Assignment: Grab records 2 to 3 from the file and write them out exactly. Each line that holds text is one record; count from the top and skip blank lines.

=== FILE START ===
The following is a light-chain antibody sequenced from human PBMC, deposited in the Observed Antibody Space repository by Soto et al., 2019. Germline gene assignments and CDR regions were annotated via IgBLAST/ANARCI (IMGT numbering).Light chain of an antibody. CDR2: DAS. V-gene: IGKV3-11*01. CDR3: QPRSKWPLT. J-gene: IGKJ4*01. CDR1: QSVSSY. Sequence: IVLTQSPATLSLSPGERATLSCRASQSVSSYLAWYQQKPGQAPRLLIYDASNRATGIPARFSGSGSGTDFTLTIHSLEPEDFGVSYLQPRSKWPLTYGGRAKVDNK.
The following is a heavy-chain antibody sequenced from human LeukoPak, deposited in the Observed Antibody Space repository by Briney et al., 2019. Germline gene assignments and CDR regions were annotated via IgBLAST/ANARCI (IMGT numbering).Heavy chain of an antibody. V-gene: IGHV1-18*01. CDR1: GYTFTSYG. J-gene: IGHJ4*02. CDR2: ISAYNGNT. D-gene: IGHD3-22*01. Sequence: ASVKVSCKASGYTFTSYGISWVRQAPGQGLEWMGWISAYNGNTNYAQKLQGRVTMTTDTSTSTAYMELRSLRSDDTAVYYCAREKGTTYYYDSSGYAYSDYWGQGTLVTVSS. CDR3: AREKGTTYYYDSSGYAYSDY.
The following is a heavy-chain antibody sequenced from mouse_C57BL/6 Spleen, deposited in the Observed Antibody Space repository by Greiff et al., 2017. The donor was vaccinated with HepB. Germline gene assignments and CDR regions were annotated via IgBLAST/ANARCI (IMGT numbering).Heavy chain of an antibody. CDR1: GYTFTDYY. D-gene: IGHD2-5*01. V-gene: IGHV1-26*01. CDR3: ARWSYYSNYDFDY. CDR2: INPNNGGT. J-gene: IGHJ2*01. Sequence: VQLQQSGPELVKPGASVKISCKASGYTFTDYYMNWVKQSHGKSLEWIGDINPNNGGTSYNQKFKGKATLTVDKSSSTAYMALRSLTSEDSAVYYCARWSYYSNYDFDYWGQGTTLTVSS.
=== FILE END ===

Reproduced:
The following is a heavy-chain antibody sequenced from human LeukoPak, deposited in the Observed Antibody Space repository by Briney et al., 2019. Germline gene assignments and CDR regions were annotated via IgBLAST/ANARCI (IMGT numbering).Heavy chain of an antibody. V-gene: IGHV1-18*01. CDR1: GYTFTSYG. J-gene: IGHJ4*02. CDR2: ISAYNGNT. D-gene: IGHD3-22*01. Sequence: ASVKVSCKASGYTFTSYGISWVRQAPGQGLEWMGWISAYNGNTNYAQKLQGRVTMTTDTSTSTAYMELRSLRSDDTAVYYCAREKGTTYYYDSSGYAYSDYWGQGTLVTVSS. CDR3: AREKGTTYYYDSSGYAYSDY.
The following is a heavy-chain antibody sequenced from mouse_C57BL/6 Spleen, deposited in the Observed Antibody Space repository by Greiff et al., 2017. The donor was vaccinated with HepB. Germline gene assignments and CDR regions were annotated via IgBLAST/ANARCI (IMGT numbering).Heavy chain of an antibody. CDR1: GYTFTDYY. D-gene: IGHD2-5*01. V-gene: IGHV1-26*01. CDR3: ARWSYYSNYDFDY. CDR2: INPNNGGT. J-gene: IGHJ2*01. Sequence: VQLQQSGPELVKPGASVKISCKASGYTFTDYYMNWVKQSHGKSLEWIGDINPNNGGTSYNQKFKGKATLTVDKSSSTAYMALRSLTSEDSAVYYCARWSYYSNYDFDYWGQGTTLTVSS.